Cam Newton Mocks Female Reporter for Using Football Term

Cam Newton Mocks Female Reporter for Using Football Term


The statement also said: “This afternoon, I did my job as an N.F.L. beat writer and asked Cam Newton a question about one of his receivers. I was dismayed by his response, which not only belittled me but countless other women before me and beside me who work in similar jobs.”

There may have been a second meeting between Newton and Rodrigue, according to a statement sent to Rapoport from the Panthers spokesman Steven Drummond. The statement said: “I have spoken with Jourdan and Cam and I know they had a conversation where he expressed regret for using those words. We strive as a department to make the environment for media comfortable for everyone covering the team.”

The Associated Press reported that Mike Persinger, the executive sports editor of The Observer, had characterized Newton’s comments as “unfortunate and out of line.” The N.F.L., through its spokesman, Brian McCarthy, issued a statement that said: “The comments are just plain wrong and disrespectful to the exceptional female reporters and all journalists who cover our league. They do not reflect the thinking of the league.”

Poor behavior by Newton at a news conference is hardly new. He famously pouted through his interview session after Carolina lost badly to the Denver Broncos in Super Bowl 50.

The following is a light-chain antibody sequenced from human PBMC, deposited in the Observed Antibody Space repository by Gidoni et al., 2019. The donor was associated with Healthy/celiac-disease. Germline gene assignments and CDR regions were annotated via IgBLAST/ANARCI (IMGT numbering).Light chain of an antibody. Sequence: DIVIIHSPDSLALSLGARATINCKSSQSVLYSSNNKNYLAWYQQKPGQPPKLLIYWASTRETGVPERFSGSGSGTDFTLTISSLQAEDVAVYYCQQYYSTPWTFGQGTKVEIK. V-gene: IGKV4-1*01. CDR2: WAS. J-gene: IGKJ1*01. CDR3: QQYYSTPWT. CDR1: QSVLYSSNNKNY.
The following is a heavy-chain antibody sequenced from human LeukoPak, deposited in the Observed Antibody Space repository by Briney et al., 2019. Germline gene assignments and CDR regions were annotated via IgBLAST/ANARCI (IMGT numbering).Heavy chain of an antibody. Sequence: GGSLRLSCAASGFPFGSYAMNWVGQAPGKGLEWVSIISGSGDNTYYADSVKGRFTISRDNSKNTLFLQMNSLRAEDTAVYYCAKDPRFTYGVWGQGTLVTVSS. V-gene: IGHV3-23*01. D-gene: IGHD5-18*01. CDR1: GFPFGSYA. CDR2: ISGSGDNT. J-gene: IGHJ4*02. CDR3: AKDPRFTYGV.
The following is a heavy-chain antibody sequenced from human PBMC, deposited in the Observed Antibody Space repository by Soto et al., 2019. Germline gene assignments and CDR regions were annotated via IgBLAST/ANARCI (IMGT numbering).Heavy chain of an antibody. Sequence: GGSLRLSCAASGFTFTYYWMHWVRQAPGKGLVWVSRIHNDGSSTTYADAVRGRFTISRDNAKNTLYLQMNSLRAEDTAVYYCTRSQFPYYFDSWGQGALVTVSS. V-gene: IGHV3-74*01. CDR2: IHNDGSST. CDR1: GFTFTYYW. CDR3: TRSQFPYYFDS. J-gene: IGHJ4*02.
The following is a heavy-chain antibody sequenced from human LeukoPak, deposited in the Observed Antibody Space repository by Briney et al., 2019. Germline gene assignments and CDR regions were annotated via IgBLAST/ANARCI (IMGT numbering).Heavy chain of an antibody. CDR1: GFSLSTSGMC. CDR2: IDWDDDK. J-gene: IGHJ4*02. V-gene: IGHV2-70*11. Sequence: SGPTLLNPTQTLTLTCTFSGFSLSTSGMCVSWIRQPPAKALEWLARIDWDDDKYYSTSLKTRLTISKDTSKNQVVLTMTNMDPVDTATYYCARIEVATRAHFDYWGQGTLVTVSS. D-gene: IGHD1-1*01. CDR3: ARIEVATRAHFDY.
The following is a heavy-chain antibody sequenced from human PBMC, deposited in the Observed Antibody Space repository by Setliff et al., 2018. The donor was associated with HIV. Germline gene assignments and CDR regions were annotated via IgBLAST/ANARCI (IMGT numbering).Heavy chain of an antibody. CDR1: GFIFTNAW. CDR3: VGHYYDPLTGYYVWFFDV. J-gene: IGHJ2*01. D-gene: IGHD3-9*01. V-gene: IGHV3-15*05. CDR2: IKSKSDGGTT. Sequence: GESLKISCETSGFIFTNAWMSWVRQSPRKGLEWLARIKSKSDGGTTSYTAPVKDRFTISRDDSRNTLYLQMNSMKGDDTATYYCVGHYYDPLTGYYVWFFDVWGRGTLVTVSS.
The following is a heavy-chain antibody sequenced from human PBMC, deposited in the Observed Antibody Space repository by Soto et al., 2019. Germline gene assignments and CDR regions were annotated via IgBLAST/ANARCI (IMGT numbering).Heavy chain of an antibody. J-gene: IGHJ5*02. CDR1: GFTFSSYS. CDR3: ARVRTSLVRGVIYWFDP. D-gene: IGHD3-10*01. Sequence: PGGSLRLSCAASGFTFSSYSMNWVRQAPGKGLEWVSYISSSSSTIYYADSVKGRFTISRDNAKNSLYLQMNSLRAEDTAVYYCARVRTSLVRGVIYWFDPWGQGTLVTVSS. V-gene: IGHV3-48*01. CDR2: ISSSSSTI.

But this particular incident comes as women are being given bigger roles on sports broadcasts. And Rodrigue, who has been covering the Panthers for The Observer for more than a year, is one of dozens of female beat reporters and columnists currently covering the N.F.L.

Newton, who is returning from off-season shoulder surgery, has led the Panthers to a 3-1 record and is coming off his best game of the season, in which he threw for 316 yards and three touchdowns in a 33-30 victory over the New England Patriots.

In that game, Newton joined in the recent leaguewide protests by raising his left fist after a touchdown, echoing a gesture made famous by civil rights activists in the 1960s.

“It was to signify black power,” Newton told reporters after the game, “but more important, I pray every night for God to give me a pinnacle to give people hope.”

Newton has yet to publicly comment on Wednesday’s incident.





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